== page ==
The Perception of Gender in the Literature of Ancient Greece and Middle Age College
Literature is one of the best ways to understand a culture. Through literature, in fact, it is possible to analyze the customs and traditions of a specific society and to comprehend its way of life. While the Homeric poems, for instance, offer a description of the life in Ancient Greece and an account of the social dynamics and religious beliefs of the Greeks, the tales on courtly love such as Le Morte D’Arthur and “The Tale of Dame Ragnell” present the values every Medieval knight would embody. However, not only do these texts present the way of life of a society, but they also offer a description of different gender roles and gender dynamics typical of these ages.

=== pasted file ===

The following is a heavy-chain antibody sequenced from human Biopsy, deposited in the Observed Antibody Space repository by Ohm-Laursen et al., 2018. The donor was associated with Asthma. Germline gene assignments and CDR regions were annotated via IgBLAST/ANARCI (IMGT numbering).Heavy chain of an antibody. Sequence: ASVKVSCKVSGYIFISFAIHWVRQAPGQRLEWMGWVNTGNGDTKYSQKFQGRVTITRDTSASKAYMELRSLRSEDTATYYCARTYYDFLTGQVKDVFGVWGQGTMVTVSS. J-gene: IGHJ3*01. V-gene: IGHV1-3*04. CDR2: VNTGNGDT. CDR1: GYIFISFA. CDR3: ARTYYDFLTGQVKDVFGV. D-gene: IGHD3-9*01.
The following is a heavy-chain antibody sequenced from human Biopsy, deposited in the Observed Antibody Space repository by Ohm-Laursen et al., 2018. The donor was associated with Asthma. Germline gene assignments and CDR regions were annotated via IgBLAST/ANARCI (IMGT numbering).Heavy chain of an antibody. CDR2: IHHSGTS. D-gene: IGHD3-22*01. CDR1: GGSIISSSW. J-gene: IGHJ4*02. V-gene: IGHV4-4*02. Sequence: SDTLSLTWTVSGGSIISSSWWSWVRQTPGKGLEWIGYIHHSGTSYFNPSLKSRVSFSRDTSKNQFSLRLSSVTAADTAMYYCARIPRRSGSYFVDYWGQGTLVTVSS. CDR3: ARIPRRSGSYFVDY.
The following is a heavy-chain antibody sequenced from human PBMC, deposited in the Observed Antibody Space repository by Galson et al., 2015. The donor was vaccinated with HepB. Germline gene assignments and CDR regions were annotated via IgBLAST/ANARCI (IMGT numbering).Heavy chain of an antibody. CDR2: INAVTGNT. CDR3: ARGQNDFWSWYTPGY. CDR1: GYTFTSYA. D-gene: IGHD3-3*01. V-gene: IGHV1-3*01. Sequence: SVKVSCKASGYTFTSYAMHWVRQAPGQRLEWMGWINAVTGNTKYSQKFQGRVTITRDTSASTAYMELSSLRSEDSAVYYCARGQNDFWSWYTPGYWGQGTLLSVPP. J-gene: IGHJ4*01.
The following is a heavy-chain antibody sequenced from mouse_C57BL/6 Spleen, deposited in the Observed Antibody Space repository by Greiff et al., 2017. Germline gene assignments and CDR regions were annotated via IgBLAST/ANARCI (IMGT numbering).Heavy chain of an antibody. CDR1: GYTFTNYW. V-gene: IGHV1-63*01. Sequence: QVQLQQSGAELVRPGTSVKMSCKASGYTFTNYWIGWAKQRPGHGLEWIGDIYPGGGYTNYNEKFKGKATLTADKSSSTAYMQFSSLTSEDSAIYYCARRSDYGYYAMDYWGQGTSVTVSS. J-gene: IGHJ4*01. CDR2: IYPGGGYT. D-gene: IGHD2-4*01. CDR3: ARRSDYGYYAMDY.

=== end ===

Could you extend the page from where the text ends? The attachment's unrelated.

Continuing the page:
Gender roles in the Iliad and Odyssey, for instance, are strict and defined. While men are presented as valiant heroes who increase their value as they get older, women are divided in three main categories: goddesses, wives and daughters, and servants. Goddesses are extremely powerful and are even superior to men, who adore them and must obey to their orders. Wives and daughters are respected because of their husband and fathers’ role, but they cannot take part in public life, while servants are considered as nothing more than objects of men’s property. However, the...
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